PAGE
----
- The University of Sydney
- 5 weeks
- Paid Certificate Available
The focus and themes of the Introduction to Calculus course address the most important foundations for applications of mathematics in science, engineering and commerce. The course emphasises the key ideas and historical motivation for calculus, while at the same time striking a balance between theory and application, leading to a mastery of key threshold concepts in foundational mathematics.
Students taking Introduction to Calculus will:
• gain familiarity with key ideas of precalculus, including the manipulation of equations and elementary functions (first two weeks),
• develop fluency with the preliminary methodology of tangents and limits, and the definition of a derivative (third week),
• develop and practice methods of differential calculus with applications (fourth week),
• develop and practice methods of the integral calculus (fifth week).
Precalculus (Setting the scene)
This module begins by looking at the different kinds of numbers that fall on the real number line, decimal expansions and approximations, then continues with an exploration of manipulation of equations and inequalities, of sign diagrams and the use of the Cartesian plane.
Functions (Useful and important repertoire)
This module introduces the notion of a function which captures precisely ways in which different quantities or measurements are linked together. The module covers quadratic, cubic and general power and polynomial functions; exponential and logarithmic functions; and trigonometric functions related to the mathematics of periodic behaviour. We create new functions using composition and inversion and look at how to move backwards and forwards between quantities algebraically, as well as visually, with transformations in the xy-plane.
Introducing the differential calculus
This module introduces techniques of differential calculus. We look at average rates of change which become instantaneous, as time intervals become vanishingly small, leading to the notion of a derivative. We then explore techniques involving differentials that exploit tangent lines. The module introduces Leibniz notation and shows how to use it to get information easily about the derivative of a function and how to apply it.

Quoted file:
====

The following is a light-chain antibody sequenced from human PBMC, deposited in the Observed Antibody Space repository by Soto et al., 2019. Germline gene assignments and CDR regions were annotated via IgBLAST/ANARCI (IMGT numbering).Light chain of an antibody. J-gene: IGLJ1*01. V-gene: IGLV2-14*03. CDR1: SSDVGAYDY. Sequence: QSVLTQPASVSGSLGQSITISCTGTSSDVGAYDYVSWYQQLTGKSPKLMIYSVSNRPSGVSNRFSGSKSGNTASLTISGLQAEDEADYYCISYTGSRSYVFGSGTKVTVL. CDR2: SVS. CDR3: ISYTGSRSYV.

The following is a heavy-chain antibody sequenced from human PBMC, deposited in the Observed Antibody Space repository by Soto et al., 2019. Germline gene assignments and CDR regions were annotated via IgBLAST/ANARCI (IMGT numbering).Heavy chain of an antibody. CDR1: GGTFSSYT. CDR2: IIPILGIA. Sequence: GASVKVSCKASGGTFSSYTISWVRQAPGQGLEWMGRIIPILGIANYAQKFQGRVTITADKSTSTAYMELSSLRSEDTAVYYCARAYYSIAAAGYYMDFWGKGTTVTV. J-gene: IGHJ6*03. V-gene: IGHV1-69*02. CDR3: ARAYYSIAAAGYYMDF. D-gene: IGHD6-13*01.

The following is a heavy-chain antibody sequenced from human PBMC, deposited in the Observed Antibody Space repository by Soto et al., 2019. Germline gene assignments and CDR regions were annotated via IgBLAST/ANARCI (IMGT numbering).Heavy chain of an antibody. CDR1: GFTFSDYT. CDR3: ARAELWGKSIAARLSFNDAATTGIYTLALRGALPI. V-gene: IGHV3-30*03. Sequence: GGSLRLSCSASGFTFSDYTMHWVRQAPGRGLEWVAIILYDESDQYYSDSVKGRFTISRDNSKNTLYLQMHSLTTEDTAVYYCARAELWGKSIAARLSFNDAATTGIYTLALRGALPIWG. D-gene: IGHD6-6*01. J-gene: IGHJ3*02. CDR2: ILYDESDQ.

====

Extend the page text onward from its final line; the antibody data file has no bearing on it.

Properties and applications of the derivative
This module continues the development of differential calculus by introducing the first and second derivatives of a function. We use sign diagrams of the first and second derivatives and from this, develop a systematic protocol for curve sketching. The module also introduces rules for finding derivatives of complicated functions built from simpler functions, using the Chain Rule, the Product Rule, and the Quotient Rule, and how to exploit information about the derivative to solve difficult optimisation problems.
Introducing the integral calculus
This fifth and final module introduces integral calculus, looking at the slopes of tangent lines and areas under curves. This leads to the Fundamental Theorem of Calculus. We explore the use of areas under velocity curves to estimate displacement, using averages of lower and upper rectangular approximations. We then look at limits of approximations, to discover the formula for the area of a circle and the area under a parabola. We then develop methods for capturing precisely areas under curves, using Riemann sums and the definite integral. The module then introduces indefinite integrals and the method of integration by substitution. Finally, we discuss properties of odd and even functions, related to rotational and reflectional symmetry, and the logistic function, which modifies exponential growth.
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